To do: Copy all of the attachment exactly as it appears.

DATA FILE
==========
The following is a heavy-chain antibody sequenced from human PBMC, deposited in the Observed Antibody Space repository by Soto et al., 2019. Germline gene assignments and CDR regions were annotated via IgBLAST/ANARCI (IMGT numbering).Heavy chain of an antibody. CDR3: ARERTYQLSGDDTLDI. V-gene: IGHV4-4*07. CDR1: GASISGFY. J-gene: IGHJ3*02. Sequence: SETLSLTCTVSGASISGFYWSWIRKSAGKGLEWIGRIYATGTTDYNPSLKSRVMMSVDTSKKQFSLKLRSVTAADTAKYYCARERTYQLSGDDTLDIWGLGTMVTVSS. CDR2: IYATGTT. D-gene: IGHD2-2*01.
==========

The following is a heavy-chain antibody sequenced from human PBMC, deposited in the Observed Antibody Space repository by Soto et al., 2019. Germline gene assignments and CDR regions were annotated via IgBLAST/ANARCI (IMGT numbering).Heavy chain of an antibody. CDR3: ARERTYQLSGDDTLDI. V-gene: IGHV4-4*07. CDR1: GASISGFY. J-gene: IGHJ3*02. Sequence: SETLSLTCTVSGASISGFYWSWIRKSAGKGLEWIGRIYATGTTDYNPSLKSRVMMSVDTSKKQFSLKLRSVTAADTAKYYCARERTYQLSGDDTLDIWGLGTMVTVSS. CDR2: IYATGTT. D-gene: IGHD2-2*01.